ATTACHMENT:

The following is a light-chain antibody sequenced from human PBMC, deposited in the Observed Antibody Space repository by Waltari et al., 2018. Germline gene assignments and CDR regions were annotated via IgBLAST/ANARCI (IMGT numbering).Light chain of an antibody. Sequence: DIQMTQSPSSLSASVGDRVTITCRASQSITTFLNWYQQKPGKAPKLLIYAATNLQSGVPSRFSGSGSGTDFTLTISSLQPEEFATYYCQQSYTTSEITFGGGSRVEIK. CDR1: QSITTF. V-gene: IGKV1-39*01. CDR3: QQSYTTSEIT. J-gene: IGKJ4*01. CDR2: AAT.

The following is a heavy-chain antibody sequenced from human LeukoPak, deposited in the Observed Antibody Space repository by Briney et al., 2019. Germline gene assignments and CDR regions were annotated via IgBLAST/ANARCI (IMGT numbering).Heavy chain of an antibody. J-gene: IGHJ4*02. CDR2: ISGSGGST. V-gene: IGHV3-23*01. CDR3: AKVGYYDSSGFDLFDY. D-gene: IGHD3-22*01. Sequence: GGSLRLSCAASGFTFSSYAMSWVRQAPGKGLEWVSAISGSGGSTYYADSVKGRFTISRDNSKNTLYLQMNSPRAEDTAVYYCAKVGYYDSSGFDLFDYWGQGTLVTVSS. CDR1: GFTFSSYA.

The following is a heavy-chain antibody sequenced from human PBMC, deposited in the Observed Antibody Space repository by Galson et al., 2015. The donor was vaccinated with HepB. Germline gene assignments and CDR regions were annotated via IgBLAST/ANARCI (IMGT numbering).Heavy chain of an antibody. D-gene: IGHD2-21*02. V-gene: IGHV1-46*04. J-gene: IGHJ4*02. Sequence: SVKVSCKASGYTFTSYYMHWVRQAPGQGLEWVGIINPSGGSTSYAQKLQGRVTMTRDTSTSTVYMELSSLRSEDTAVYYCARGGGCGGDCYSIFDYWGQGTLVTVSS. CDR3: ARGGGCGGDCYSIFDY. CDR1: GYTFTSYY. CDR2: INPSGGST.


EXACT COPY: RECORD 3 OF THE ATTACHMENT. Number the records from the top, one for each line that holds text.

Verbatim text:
The following is a heavy-chain antibody sequenced from human PBMC, deposited in the Observed Antibody Space repository by Galson et al., 2015. The donor was vaccinated with HepB. Germline gene assignments and CDR regions were annotated via IgBLAST/ANARCI (IMGT numbering).Heavy chain of an antibody. D-gene: IGHD2-21*02. V-gene: IGHV1-46*04. J-gene: IGHJ4*02. Sequence: SVKVSCKASGYTFTSYYMHWVRQAPGQGLEWVGIINPSGGSTSYAQKLQGRVTMTRDTSTSTVYMELSSLRSEDTAVYYCARGGGCGGDCYSIFDYWGQGTLVTVSS. CDR3: ARGGGCGGDCYSIFDY. CDR1: GYTFTSYY. CDR2: INPSGGST.